- Published: 07 February 2017
- Written by David Peter Alan
With recent changes in Washington, a new issue appears to taking center stage in discussions about transportation policy. That issue is infrastructure. We, as advocates for better transit, recognize the need for more transit infrastructure to improve capacity, especially capacity on our rail lines. At the same time, the highways that were built as part of the Interstate Highway Frenzy of the 1960s are deteriorating, too. Money from Washington will be scarce, due to the dominance of "fiscal conservatives" in the Republican Party, which now controls the government. That means the competition for infrastructure dollars will be fierce. It will not be easy to compete against highway-building interests and their sponsors, who want to build toll roads that will generate an income stream in the future. Transit is firmly rooted in the public sector, since the private sector got rid of most of it during the latter half of the past century. So we will be doing well if we get enough resources to keep the existing transit network going and add some new elements, like two new rail tunnels and a bridge over the Hackensack River, where the aging Portal Bridge stands today. We may hear that the Trump Administration still favors such large projects as the entire Gateway Project and a full-length extension for the Second Avenue Subway in New York City. If we get that amount of funding, we will take it, but we had better not count on it.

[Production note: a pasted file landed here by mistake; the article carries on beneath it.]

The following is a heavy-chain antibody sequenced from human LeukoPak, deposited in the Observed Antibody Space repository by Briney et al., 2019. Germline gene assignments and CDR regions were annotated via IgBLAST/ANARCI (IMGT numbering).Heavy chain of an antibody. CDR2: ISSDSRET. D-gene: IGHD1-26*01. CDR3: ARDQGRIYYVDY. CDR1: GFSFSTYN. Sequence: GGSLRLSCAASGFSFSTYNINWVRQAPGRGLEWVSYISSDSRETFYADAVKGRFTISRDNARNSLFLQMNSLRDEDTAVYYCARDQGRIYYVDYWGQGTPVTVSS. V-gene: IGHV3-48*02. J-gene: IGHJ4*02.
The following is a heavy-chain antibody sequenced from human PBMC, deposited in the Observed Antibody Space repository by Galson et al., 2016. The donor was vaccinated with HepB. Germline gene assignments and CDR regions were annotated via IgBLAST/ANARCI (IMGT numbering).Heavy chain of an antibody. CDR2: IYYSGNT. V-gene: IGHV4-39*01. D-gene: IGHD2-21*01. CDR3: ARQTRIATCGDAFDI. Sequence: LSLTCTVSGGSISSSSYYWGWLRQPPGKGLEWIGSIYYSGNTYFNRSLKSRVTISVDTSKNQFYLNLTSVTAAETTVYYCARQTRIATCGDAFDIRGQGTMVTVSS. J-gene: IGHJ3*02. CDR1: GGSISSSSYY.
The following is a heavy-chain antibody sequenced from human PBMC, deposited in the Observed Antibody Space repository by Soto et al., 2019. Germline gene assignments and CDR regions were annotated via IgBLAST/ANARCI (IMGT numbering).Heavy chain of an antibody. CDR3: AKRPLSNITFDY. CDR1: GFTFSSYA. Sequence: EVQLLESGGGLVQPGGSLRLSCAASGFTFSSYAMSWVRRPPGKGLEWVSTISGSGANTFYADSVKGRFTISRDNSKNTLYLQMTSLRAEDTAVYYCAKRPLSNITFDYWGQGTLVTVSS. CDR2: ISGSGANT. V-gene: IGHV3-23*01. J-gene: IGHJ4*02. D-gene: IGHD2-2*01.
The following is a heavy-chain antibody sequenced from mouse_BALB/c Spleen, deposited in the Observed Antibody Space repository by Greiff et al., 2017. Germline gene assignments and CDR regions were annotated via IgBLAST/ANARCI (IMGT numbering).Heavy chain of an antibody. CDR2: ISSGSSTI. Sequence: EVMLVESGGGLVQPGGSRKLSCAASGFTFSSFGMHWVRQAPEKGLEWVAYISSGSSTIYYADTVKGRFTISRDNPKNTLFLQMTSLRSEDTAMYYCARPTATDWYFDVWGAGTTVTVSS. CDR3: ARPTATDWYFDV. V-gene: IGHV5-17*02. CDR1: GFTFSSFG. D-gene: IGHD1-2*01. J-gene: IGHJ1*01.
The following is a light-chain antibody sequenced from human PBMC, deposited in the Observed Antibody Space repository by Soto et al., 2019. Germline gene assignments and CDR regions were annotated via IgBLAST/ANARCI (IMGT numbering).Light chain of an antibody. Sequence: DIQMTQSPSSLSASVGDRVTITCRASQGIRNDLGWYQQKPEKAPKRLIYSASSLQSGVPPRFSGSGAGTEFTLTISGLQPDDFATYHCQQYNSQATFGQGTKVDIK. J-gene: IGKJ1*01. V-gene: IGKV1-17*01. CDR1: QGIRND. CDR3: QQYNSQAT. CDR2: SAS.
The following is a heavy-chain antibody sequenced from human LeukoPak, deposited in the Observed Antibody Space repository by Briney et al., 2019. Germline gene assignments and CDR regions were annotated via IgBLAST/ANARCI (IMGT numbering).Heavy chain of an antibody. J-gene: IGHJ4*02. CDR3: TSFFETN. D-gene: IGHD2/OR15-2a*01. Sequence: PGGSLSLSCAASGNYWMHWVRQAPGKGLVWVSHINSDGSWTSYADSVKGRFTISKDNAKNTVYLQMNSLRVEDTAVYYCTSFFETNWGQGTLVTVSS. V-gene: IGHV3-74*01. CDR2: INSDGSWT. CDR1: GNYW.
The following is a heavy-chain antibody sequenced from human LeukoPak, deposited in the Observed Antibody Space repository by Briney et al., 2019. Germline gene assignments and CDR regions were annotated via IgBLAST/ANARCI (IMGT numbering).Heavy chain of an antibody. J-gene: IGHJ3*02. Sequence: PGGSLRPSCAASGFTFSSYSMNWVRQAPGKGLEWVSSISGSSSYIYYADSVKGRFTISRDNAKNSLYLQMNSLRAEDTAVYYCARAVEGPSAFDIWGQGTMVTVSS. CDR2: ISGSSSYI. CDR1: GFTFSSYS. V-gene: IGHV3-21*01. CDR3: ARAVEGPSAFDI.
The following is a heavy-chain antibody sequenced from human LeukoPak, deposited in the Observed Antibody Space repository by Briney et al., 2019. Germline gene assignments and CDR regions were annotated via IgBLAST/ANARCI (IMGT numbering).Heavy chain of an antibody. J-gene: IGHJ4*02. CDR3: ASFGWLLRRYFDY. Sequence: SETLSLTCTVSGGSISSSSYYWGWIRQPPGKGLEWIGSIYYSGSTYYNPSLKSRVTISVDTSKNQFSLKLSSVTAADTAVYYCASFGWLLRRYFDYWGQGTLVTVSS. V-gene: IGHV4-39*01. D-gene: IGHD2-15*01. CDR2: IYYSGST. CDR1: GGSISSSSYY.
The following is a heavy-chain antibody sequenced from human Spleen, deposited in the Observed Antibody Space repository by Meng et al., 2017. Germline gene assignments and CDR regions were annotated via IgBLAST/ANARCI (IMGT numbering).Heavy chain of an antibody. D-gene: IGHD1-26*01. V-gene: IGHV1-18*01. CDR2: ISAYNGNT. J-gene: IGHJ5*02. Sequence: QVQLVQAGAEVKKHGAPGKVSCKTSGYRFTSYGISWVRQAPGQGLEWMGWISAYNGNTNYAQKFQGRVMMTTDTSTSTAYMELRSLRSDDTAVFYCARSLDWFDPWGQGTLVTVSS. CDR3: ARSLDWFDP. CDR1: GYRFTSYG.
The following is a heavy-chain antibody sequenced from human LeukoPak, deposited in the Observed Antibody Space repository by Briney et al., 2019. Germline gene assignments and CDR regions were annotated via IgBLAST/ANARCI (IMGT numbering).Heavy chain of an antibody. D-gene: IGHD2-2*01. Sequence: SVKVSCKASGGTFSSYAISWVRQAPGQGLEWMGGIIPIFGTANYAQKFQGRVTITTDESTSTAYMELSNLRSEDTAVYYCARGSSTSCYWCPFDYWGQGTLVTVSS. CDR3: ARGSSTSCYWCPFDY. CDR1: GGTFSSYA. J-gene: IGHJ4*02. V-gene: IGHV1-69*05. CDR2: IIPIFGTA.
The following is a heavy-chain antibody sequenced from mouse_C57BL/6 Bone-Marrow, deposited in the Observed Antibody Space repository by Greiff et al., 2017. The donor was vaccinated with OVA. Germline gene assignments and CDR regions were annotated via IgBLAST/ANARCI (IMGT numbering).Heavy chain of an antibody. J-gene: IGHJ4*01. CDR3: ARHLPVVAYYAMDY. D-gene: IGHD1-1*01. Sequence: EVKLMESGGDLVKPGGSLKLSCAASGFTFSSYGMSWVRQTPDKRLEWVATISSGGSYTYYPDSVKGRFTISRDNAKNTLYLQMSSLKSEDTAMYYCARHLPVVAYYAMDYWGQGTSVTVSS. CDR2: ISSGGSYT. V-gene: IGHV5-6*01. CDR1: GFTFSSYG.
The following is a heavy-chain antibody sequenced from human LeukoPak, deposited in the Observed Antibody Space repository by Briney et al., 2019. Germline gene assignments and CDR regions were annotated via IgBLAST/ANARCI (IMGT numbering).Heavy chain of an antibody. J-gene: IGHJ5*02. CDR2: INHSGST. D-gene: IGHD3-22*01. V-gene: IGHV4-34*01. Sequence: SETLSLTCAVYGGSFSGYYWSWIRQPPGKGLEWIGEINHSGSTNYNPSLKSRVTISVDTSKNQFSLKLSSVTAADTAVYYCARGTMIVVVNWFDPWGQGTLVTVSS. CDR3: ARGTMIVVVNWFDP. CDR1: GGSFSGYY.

Throughout the discussions about funding, spending and infrastructure in the future, one thing is certain. The riders, and that includes organizations like ours who represent the riders, deserve a genuine "seat at the table" during these decision-making processes. Indeed, it would be impossible to design and build useful projects if we are denied the right to participate to that extent. We are the people who pay for every project, through the taxes and the fares we pay, and we are the people who will use the projects that are built. It is imperative that we have an opportunity to participate fully in every step of the process, as invited participants and not merely as "members of the public" with no recognized standing.
It is time for the members of the business and political communities, who make the decisions about these important projects, to recognize that we have a right to participate, too. Of all the "stakeholders" who have reason to care about our transit, no stakeholders are more important than the riders.